In Bloemfontein, in 1917, he was the editor of a newspaper (Morumioa- Inxusa- Messenger) the title of the newspaper varied which only existed for two years. It could not be established if a connection existed between this newspaper and the one with which D.S. Letanka was involved in 1911, i.e. Moromioa. During his stay in Bloemfontein (1917-1922) his long relationship with the labour movement started when, as a labour organiser, he led a strike of municipal workers in Bloemfontein in 1917, for which he was arrested and detained. In 1919 he liaised with Clements Kadalie, founder of the Industrial and Commercial Workers' Union (ICU), about the organisation of African workers. Together they planned the establishment of a national ICU and in 1920 held a meeting in Bloemfontein with this in mind. Msimang was elected president of the national ICU. When Kadalie failed to be elected to the executive he withdrew with his supporters. This led to increasing animosity between Msimang and Kadalie, resulting in Msimang's resignation as president and distancing himself from the ICU until after Kadalie's resignation in 1929. Msimang then rejoined and during the decline of the ICU he held the post of national propagandist. From 1928 to 1937 Msimang was a labour advisor in Johannesburg.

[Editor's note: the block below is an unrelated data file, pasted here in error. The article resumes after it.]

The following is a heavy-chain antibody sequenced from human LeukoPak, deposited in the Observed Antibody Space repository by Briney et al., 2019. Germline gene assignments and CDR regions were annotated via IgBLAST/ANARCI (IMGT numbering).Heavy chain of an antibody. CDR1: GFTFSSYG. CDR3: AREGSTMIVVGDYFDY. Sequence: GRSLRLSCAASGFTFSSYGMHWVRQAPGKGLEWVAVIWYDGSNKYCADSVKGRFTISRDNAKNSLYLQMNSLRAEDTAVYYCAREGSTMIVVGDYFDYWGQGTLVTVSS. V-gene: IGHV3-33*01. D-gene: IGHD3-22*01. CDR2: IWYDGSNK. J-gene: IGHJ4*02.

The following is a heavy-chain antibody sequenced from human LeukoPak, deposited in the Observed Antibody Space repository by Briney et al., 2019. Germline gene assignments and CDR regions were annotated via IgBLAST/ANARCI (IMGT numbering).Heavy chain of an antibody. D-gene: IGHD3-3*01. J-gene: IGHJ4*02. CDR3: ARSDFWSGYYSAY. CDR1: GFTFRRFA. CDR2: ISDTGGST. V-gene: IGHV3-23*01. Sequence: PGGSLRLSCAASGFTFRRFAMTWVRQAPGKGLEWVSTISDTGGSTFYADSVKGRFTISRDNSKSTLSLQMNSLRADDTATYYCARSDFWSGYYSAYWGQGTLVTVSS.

In 1922 Msimang returned to Johannesburg and became a member of the Joint Council for Europeans and Bantu. He was still involved in the activities of the SANNC/ANC and served on the national executive committee of the ANC during the terms of office of presidents J.T. Gumede (1927-1930) and Pixley Seme (1930-1937). In 1932 he was a member of the so-called revival committee that wanted to strengthen the organisation from within to prevent its stagnation. Three years later, during the first meeting of the All-African Convention (AAC) in Bloemfontein in December 1935, he was elected as secretary. In 1942 he returned to Natal and was elected provincial secretary of the Natal branch of the ANC, a position he retained until 1956. He was also a confidant of the Natal leader A.W.G. Champion.